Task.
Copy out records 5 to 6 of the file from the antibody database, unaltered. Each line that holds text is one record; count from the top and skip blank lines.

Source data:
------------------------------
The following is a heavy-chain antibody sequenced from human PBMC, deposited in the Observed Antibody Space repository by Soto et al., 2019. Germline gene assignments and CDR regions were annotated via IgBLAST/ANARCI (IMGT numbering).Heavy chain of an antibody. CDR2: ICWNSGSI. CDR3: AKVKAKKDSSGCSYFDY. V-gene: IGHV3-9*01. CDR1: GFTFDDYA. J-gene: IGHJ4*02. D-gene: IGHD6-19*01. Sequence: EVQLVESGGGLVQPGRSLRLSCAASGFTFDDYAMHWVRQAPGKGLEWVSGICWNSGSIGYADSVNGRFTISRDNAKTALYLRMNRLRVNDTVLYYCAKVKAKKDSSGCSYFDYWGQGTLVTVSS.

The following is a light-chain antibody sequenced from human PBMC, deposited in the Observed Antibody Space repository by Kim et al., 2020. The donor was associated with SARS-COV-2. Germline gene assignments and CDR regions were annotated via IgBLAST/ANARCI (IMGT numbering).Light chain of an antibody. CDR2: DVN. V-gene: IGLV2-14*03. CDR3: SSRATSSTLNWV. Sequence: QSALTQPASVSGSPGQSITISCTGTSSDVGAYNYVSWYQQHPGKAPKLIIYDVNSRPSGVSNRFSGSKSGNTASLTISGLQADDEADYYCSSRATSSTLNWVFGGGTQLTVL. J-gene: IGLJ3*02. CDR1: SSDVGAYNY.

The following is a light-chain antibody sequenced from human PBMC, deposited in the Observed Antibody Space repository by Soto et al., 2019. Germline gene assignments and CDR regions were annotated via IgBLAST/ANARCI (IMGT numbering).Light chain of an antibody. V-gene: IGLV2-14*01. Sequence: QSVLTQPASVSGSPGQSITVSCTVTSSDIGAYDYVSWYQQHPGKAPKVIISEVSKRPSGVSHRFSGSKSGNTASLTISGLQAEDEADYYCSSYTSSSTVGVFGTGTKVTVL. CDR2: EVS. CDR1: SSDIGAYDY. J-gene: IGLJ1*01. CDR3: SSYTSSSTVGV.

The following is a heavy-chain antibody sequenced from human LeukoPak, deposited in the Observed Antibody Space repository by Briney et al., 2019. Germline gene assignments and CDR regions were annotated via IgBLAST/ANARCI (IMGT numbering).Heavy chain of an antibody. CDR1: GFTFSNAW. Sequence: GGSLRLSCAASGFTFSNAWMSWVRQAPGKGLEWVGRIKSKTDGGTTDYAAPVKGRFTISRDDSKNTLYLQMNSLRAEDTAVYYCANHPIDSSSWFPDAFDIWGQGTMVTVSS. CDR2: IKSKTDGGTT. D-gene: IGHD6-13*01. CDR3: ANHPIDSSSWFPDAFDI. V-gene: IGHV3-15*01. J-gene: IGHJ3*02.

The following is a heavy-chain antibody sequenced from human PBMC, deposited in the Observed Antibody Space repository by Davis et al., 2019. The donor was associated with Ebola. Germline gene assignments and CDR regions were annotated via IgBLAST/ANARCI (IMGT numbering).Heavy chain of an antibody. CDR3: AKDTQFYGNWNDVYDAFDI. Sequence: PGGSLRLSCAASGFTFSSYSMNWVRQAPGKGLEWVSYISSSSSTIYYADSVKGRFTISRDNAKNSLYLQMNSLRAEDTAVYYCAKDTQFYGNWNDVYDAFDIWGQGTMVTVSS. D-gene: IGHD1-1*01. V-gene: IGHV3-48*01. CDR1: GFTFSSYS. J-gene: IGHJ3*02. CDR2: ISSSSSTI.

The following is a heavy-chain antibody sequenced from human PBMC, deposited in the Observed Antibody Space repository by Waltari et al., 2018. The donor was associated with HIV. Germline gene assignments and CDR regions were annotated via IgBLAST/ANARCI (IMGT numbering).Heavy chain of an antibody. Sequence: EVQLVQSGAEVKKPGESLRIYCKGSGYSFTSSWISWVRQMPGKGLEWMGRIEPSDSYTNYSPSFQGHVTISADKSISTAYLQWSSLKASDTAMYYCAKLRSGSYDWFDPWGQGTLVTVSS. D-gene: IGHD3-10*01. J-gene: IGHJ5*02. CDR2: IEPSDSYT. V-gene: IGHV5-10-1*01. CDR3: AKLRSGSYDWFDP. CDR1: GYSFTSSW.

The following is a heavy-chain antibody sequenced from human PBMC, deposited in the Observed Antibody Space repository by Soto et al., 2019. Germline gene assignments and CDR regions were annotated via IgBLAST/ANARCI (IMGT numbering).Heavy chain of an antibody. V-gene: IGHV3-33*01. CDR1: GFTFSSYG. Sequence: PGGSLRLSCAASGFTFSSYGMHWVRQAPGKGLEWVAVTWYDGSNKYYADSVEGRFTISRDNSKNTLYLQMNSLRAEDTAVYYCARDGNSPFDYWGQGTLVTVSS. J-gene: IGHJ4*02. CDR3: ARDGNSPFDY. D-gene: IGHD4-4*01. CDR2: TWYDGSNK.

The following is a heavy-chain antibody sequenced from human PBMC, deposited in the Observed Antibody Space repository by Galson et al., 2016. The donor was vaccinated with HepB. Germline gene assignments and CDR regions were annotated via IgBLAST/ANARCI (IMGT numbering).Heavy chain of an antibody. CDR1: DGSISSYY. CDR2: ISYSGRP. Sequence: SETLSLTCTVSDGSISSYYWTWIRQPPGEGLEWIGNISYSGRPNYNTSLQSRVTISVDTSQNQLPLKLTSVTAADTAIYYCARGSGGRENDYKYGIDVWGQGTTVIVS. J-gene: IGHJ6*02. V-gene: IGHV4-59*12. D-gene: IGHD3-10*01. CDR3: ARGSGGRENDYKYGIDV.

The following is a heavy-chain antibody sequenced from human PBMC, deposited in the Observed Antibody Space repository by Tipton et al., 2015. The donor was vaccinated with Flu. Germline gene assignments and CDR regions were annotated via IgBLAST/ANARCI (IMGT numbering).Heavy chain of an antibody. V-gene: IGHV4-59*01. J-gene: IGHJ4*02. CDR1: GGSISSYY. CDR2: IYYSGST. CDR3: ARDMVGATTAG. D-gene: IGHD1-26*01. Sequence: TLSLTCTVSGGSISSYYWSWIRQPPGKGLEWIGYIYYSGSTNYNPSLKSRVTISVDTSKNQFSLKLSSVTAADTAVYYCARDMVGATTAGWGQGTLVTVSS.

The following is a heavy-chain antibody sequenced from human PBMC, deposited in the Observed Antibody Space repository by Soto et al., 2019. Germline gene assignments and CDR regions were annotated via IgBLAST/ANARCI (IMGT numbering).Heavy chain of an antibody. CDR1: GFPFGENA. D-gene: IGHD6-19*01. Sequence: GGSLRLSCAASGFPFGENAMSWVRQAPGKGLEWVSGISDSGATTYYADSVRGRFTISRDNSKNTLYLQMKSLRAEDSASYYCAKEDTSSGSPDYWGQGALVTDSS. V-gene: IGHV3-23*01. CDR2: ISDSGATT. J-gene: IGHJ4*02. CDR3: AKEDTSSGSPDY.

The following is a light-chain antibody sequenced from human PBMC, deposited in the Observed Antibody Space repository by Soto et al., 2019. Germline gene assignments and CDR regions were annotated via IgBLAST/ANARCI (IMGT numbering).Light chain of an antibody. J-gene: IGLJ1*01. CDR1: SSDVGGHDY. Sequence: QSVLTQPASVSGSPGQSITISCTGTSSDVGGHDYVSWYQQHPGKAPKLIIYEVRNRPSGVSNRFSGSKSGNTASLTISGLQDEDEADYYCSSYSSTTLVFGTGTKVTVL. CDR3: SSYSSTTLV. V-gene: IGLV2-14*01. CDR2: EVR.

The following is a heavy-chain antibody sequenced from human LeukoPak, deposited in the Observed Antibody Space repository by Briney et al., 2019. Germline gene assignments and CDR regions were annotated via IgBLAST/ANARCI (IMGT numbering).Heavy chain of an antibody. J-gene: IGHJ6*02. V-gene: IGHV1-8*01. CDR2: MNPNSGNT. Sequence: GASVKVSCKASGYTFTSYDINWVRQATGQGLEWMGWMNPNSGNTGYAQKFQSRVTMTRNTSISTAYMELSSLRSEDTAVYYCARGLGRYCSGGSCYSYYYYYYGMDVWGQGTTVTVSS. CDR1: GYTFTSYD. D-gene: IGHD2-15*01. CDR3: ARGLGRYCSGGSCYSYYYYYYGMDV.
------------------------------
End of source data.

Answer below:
The following is a heavy-chain antibody sequenced from human PBMC, deposited in the Observed Antibody Space repository by Davis et al., 2019. The donor was associated with Ebola. Germline gene assignments and CDR regions were annotated via IgBLAST/ANARCI (IMGT numbering).Heavy chain of an antibody. CDR3: AKDTQFYGNWNDVYDAFDI. Sequence: PGGSLRLSCAASGFTFSSYSMNWVRQAPGKGLEWVSYISSSSSTIYYADSVKGRFTISRDNAKNSLYLQMNSLRAEDTAVYYCAKDTQFYGNWNDVYDAFDIWGQGTMVTVSS. D-gene: IGHD1-1*01. V-gene: IGHV3-48*01. CDR1: GFTFSSYS. J-gene: IGHJ3*02. CDR2: ISSSSSTI.

The following is a heavy-chain antibody sequenced from human PBMC, deposited in the Observed Antibody Space repository by Waltari et al., 2018. The donor was associated with HIV. Germline gene assignments and CDR regions were annotated via IgBLAST/ANARCI (IMGT numbering).Heavy chain of an antibody. Sequence: EVQLVQSGAEVKKPGESLRIYCKGSGYSFTSSWISWVRQMPGKGLEWMGRIEPSDSYTNYSPSFQGHVTISADKSISTAYLQWSSLKASDTAMYYCAKLRSGSYDWFDPWGQGTLVTVSS. D-gene: IGHD3-10*01. J-gene: IGHJ5*02. CDR2: IEPSDSYT. V-gene: IGHV5-10-1*01. CDR3: AKLRSGSYDWFDP. CDR1: GYSFTSSW.